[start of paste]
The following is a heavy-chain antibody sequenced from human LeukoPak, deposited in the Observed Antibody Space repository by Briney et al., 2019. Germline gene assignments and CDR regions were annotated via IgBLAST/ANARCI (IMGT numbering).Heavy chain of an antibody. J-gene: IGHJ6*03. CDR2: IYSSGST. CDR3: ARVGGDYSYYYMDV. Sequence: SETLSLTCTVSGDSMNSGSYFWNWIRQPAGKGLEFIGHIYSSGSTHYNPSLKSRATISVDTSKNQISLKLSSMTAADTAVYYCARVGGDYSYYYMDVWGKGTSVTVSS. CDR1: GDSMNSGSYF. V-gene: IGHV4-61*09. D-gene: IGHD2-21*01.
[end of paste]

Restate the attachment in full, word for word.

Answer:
The following is a heavy-chain antibody sequenced from human LeukoPak, deposited in the Observed Antibody Space repository by Briney et al., 2019. Germline gene assignments and CDR regions were annotated via IgBLAST/ANARCI (IMGT numbering).Heavy chain of an antibody. J-gene: IGHJ6*03. CDR2: IYSSGST. CDR3: ARVGGDYSYYYMDV. Sequence: SETLSLTCTVSGDSMNSGSYFWNWIRQPAGKGLEFIGHIYSSGSTHYNPSLKSRATISVDTSKNQISLKLSSMTAADTAVYYCARVGGDYSYYYMDVWGKGTSVTVSS. CDR1: GDSMNSGSYF. V-gene: IGHV4-61*09. D-gene: IGHD2-21*01.